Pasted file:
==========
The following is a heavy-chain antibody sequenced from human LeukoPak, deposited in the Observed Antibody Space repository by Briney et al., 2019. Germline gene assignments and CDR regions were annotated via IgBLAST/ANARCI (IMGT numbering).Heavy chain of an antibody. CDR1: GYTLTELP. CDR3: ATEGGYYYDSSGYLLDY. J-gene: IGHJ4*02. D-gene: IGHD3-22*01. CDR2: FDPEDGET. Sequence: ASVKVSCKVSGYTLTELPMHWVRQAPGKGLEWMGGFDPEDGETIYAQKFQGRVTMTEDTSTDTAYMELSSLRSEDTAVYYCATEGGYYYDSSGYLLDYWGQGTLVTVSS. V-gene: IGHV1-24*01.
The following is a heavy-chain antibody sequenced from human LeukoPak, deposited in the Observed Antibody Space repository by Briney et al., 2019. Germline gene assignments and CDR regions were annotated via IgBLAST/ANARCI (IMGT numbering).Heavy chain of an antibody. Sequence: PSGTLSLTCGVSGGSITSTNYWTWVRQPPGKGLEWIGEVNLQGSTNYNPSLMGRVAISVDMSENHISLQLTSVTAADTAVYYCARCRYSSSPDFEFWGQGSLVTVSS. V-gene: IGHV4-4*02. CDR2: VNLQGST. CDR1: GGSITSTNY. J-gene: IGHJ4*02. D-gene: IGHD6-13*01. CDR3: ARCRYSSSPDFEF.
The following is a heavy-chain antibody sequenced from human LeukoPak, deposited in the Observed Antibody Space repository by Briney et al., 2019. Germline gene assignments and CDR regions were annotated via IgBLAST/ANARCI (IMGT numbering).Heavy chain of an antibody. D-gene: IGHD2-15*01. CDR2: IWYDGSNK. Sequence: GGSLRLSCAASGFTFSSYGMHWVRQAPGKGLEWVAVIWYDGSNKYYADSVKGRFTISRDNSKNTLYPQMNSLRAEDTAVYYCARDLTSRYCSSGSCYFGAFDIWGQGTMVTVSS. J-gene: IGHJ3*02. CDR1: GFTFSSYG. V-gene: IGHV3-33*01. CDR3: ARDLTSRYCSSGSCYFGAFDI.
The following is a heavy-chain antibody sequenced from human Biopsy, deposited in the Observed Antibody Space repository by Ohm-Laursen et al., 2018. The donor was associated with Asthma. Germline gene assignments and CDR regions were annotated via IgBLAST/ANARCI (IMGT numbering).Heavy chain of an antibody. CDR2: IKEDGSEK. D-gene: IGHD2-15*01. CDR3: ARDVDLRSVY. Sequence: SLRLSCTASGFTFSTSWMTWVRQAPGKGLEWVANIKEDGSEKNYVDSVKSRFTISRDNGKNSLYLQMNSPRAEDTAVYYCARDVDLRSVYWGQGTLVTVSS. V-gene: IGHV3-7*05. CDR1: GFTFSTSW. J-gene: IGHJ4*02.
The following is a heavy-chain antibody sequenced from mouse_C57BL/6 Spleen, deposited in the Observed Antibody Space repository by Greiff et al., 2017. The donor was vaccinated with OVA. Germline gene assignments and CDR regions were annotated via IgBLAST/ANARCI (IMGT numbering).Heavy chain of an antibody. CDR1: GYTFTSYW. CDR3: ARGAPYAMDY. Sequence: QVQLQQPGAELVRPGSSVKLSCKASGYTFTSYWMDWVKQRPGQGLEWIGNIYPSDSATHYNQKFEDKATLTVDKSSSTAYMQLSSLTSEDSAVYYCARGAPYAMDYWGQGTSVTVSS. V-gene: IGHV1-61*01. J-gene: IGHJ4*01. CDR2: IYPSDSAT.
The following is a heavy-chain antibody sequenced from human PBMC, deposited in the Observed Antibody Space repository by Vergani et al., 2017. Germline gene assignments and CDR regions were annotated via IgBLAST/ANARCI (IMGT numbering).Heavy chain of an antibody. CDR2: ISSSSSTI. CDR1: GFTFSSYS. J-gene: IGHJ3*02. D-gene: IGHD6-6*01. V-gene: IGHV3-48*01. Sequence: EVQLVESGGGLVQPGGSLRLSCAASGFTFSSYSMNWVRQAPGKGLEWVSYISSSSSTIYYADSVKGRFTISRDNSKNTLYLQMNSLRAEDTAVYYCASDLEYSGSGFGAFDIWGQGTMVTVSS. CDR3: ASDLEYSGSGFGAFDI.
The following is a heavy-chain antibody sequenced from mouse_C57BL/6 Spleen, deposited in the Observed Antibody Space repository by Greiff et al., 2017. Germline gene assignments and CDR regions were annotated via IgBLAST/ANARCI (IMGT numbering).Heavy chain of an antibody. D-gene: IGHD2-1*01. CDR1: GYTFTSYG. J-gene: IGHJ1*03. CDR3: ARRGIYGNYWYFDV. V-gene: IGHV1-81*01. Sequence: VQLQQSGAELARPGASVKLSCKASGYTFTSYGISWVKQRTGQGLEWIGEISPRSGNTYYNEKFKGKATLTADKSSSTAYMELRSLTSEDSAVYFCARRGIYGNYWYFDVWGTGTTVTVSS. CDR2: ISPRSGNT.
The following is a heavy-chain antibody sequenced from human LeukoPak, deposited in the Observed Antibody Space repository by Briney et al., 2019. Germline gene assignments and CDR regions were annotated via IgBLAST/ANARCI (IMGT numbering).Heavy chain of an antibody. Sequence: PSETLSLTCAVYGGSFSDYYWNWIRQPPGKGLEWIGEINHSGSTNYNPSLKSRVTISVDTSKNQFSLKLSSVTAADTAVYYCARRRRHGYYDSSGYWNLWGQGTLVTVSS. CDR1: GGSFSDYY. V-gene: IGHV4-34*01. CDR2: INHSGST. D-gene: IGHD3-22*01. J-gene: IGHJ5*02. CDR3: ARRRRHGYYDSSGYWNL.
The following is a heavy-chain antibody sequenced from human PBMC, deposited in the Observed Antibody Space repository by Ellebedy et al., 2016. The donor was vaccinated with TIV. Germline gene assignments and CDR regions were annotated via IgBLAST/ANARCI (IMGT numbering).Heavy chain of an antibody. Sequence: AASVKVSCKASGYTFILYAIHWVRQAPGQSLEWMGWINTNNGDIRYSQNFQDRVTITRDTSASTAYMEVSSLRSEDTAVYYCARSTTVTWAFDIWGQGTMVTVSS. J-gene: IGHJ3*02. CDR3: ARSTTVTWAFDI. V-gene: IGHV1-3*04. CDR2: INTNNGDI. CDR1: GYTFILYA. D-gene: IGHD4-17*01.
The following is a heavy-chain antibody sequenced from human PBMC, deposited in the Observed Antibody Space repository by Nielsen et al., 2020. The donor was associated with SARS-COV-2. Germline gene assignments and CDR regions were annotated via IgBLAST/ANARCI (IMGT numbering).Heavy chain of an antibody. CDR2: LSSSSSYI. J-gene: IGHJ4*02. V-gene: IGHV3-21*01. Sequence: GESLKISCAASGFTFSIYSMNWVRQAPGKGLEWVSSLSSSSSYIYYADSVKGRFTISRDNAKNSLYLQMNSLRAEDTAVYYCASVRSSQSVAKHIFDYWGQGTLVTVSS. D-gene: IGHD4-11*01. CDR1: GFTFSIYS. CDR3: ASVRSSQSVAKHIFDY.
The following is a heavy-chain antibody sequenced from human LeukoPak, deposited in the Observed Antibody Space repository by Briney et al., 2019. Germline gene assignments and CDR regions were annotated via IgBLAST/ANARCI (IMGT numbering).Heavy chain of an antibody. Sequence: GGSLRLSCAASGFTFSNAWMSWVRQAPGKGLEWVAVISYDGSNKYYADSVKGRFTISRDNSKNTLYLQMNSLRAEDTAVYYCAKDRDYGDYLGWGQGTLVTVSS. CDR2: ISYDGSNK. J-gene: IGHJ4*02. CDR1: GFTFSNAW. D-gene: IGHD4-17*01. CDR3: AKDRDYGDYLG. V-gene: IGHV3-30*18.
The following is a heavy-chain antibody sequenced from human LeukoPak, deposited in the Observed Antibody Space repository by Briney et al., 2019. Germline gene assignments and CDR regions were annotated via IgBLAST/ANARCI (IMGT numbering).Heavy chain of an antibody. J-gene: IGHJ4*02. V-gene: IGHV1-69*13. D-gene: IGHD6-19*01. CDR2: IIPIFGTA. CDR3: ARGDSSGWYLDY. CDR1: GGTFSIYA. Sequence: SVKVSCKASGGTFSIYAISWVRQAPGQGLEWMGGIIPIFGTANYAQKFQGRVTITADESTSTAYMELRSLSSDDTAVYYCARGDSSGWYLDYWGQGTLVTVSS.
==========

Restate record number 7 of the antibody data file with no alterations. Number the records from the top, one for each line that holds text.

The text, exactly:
The following is a heavy-chain antibody sequenced from mouse_C57BL/6 Spleen, deposited in the Observed Antibody Space repository by Greiff et al., 2017. Germline gene assignments and CDR regions were annotated via IgBLAST/ANARCI (IMGT numbering).Heavy chain of an antibody. D-gene: IGHD2-1*01. CDR1: GYTFTSYG. J-gene: IGHJ1*03. CDR3: ARRGIYGNYWYFDV. V-gene: IGHV1-81*01. Sequence: VQLQQSGAELARPGASVKLSCKASGYTFTSYGISWVKQRTGQGLEWIGEISPRSGNTYYNEKFKGKATLTADKSSSTAYMELRSLTSEDSAVYFCARRGIYGNYWYFDVWGTGTTVTVSS. CDR2: ISPRSGNT.